Nothing digital succeeds anymore without a big enough snowball to propel it forward.
It’s kind of obvious. But it underpins everything today, and a lot of this week’s stories. From Microsoft’s game streaming service Mixer wooing another big Twitch streamer to change platforms, to TikTok deepening its roots into school culture around the world, and even Google’s claim it has achieved Quantum Supremacy.
The world needs more systems to achieve more scale in the name of diversity – of voices, of services, of competition. But most people just want to know they’re using a thing that enough other people use too. That their product/service of choice is going to still be here next year because it’s annoying to set things up *just right* and then discover your thing is shutting down.
Honestly, this all hits close to home. I’d love to build Byteside to be something that is only just ‘big enough’ to succeed without needing to snowball ever onward. To curate interesting and insightful things in easily consumable ways, via newsletter, podcasts and socials, for just enough folks to make it sustainable.
Is that even possible anymore? Does everything take a big investor to just shove things in front of umpteen eyeballs in order to Katamari that snowball into existence through sheer force of financial power?
Word of mouth itself is harder to come by, because social platforms don’t necessarily let organic reach trump paid reach. For word of mouth to work, you either need to have built enough initial scale for it to be noticed, or you need to be loud/ rude/ obnoxious/ shocking enough to force people to notice.
The past ten years reset the bar for raw scale.
There’s a story before World of Warcraft launched about a team leader telling the team they were going to have one million subscribers, and they thought he was crazy. It seemed stratospheric compared to anything else at that time. That game cracked ten million a few years later and in the process it ruined the market for other massively multiplayer games – because even one million subscribers suddenly seemed like failure.
Facebook’s billions of users. Fortnite’s hundreds of millions. Scale has gone through the roof. And somehow if you’re not aiming to break the ceiling you’re already failing…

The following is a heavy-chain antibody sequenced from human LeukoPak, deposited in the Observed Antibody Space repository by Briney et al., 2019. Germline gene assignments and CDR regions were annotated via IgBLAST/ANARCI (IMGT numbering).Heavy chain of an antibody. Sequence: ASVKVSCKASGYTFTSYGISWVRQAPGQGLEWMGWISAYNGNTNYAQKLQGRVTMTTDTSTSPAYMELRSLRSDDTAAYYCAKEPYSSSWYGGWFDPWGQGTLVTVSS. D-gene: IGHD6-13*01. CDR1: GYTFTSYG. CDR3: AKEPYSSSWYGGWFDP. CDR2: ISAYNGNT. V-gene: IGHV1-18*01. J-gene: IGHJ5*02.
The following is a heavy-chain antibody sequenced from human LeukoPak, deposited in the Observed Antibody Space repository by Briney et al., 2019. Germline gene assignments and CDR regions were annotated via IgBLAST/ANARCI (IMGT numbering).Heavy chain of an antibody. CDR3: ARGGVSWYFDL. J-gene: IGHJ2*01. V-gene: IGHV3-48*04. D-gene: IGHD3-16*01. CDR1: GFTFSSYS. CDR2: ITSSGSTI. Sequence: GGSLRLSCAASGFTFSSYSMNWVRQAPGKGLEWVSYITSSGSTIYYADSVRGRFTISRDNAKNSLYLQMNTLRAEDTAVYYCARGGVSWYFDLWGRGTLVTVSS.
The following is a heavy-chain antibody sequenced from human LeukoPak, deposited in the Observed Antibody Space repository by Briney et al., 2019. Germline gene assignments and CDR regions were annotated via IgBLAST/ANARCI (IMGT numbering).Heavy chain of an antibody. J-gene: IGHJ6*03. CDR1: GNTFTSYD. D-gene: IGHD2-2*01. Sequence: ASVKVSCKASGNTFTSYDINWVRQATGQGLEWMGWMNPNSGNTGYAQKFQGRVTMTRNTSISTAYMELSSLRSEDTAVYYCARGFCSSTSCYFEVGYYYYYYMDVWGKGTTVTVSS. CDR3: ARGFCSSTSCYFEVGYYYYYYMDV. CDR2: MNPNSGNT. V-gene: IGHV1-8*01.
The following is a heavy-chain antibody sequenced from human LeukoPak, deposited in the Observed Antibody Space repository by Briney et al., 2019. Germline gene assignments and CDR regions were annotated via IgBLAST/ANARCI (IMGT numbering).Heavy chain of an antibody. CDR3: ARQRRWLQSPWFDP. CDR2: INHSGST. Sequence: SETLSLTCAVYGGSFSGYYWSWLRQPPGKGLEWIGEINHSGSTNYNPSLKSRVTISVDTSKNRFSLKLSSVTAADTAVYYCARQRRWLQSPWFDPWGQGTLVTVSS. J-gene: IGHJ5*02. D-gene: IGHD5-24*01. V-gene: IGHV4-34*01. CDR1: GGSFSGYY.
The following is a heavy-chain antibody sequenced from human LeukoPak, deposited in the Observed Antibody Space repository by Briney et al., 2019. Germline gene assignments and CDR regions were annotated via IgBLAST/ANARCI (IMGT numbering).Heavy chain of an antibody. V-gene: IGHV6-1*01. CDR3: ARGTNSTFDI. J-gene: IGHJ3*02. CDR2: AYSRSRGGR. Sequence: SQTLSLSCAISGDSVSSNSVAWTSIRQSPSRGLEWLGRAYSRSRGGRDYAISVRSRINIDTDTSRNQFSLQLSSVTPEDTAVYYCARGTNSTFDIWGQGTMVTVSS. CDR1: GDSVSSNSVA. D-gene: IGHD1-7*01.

Hey! Help the new podcast achieve critical mass! Another episode this week, with Nic Healey and I discussing Pixel 4, Sonos Move, Disney+ and Marvel stuff, and my admittedly far-too-annoyed feelings about number pads on gaming keyboards. Listen here, or subscribe through your favourite podcast apps or Spotify.
Putting a major news service on Tor is a big political move – an effort to make news available to those locked behind govt controlled network walls. Good on the Beeb for this one.
The US criminal legal system uses predictive algorithms to try to make the judicial process less biased. But there’s a deeper problem.
In a world of so much hyperbole, it’s easy for this to slip past as yet another big thing folks will forget about in a few days. But this feels like one of those serious tipping points as compute power leaps forward for the next phase of the 21st Century.
Security researchers have done real world experiments to show that eavesdropping tools can be pushed into the wild.
Michael “Shroud” Grzesiek is the latest Twitch megastar to abandon the Amazon-owned streaming service in favor of Microsoft’s Mixer platform. Grzesiek made his announcement on Twitter.
When you consider all the societal and cultural factors that make today’s games so attractive, it’s important to see that the risks are real for vulnerable people.
Is the old adage still true: half your advertising spend is wasted, but you’ll never know which half?
Nice exploration that revisits some big issues in how content and audience works. In a new report, Penn State political scientists say that it’s not the recommendation engine, but the communities that form around right-wing content.
The algorithm still trends toward extremities, though. That’s a real problem.
If you’ve been ignoring TikTok, stop ignoring TikTok. Teens love the app, and now it’s getting the stamp of approval with teacher-approved clubs. Did school just get … fun?
Putting these angles together with the above, this is so much more than just a social media phenom.